There was a tendency that the Emission Uniformity (EU') as measured in the field of all the dripper types deteriorated over time from a EU' of 87,1 % in the first evaluation to 82,4% in the fourth and last evaluation one year later. This is an indication that the performance is affected by clogging due to the water quality and lack of proper maintenance schedules.
Dripper lines from each of the 42 identified blocks were also recovered from the field for two consecutive years and tested in the laboratory. Dripper lines with regular type emitters showed a general tendency of reduced average discharge due to partial or total clogging of emitters while drip lines with pressure compensated emitters showed a general tendency of increased discharge, due to foreign objects that got stuck between the compensating membrane and the labyrinth, or the compensating membrane loosing its elasticity over time due to chemicals and the water quality. If the outlier values of CVq are disregarded due to severely damaged drippers and heavily soiled dripper lines, the average discharge variation CVq in the first year was a fair 6,5% for all the drip lines with a variation of 3,0% up to 21,3% for the individual drip lines. In the second year, the average discharge variation CVq was a poor 8,2% with a variation of 2,7% up to 22,2% for the individual drip lines. This confirms the deterioration of the drippers over time and the importance of proper preventative maintenance.
With regard to the statistical uniformity discharge coefficient (Us), the Ram PC met the requirements in 84% of the cases, the Drip-In Regular in 58% of the cases and the Agridrip PC in only 50% of the cases. For all three dripper types, no significant conclusion could be reached that the age of the pipe played a role in the degree of clogging. However, it was evident that incorrect or no maintenance of the drip systems contributed in most cases to the decreased performance.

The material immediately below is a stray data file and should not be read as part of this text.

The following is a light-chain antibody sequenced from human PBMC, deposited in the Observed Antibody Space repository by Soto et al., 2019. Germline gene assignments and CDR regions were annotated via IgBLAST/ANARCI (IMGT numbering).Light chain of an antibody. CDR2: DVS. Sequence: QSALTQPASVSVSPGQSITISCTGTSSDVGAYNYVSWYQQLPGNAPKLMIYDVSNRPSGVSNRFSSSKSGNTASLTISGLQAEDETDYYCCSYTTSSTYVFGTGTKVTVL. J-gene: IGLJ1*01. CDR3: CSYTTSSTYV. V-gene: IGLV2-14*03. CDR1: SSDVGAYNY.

In the laboratory a relative clogging test on new emitters was also conducted. The regular drippers were also significant more resistant to clogging compared to the pressure compensated drippers. The average percentage clogging of the regular drippers is 42,7% in comparison to the 66,6% of the pressure compensated drippers.
Conclusions and recommendations
Proper maintenance schedule and its execution is of utmost importance for the successful long-term operation of any drip irrigation system.
It is recommended that water quality analysis be carried out to identify the potential clogging problems due to water quality. This will assist in dripper type selection and to develop proper preventative measures.
Full details are given in terms of solutions for specific clogging problems, choice and management of equipment to ensure effective water utilization, design principles, operation and maintenance information for best management practices and the importance of a complete design report with details of the system's specifications, maintenance requirements and installation guidelines.
No formal capacity building in terms of postgraduate students took place, but through the study the research team's knowledge was enhanced tremendously and a vast amount of capacity building within the industry and that of producers took place through interaction.
The following aspects need further attention: